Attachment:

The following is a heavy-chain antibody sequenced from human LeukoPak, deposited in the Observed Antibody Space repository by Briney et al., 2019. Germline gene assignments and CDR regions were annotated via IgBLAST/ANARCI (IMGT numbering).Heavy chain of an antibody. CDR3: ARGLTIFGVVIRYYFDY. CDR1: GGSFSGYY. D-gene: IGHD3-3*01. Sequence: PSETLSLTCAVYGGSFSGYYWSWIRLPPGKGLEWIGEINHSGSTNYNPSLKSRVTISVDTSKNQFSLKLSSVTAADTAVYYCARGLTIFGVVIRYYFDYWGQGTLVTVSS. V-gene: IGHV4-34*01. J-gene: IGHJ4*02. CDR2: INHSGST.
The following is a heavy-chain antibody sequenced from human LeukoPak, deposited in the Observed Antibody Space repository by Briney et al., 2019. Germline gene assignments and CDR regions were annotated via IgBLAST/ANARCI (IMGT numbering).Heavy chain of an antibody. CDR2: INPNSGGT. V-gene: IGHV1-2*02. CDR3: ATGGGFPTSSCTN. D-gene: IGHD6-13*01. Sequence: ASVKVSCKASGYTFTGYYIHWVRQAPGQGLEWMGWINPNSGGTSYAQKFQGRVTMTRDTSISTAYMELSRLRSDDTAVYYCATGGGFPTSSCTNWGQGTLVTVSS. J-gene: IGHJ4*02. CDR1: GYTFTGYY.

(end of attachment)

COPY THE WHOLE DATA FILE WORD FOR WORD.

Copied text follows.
The following is a heavy-chain antibody sequenced from human LeukoPak, deposited in the Observed Antibody Space repository by Briney et al., 2019. Germline gene assignments and CDR regions were annotated via IgBLAST/ANARCI (IMGT numbering).Heavy chain of an antibody. CDR3: ARGLTIFGVVIRYYFDY. CDR1: GGSFSGYY. D-gene: IGHD3-3*01. Sequence: PSETLSLTCAVYGGSFSGYYWSWIRLPPGKGLEWIGEINHSGSTNYNPSLKSRVTISVDTSKNQFSLKLSSVTAADTAVYYCARGLTIFGVVIRYYFDYWGQGTLVTVSS. V-gene: IGHV4-34*01. J-gene: IGHJ4*02. CDR2: INHSGST.
The following is a heavy-chain antibody sequenced from human LeukoPak, deposited in the Observed Antibody Space repository by Briney et al., 2019. Germline gene assignments and CDR regions were annotated via IgBLAST/ANARCI (IMGT numbering).Heavy chain of an antibody. CDR2: INPNSGGT. V-gene: IGHV1-2*02. CDR3: ATGGGFPTSSCTN. D-gene: IGHD6-13*01. Sequence: ASVKVSCKASGYTFTGYYIHWVRQAPGQGLEWMGWINPNSGGTSYAQKFQGRVTMTRDTSISTAYMELSRLRSDDTAVYYCATGGGFPTSSCTNWGQGTLVTVSS. J-gene: IGHJ4*02. CDR1: GYTFTGYY.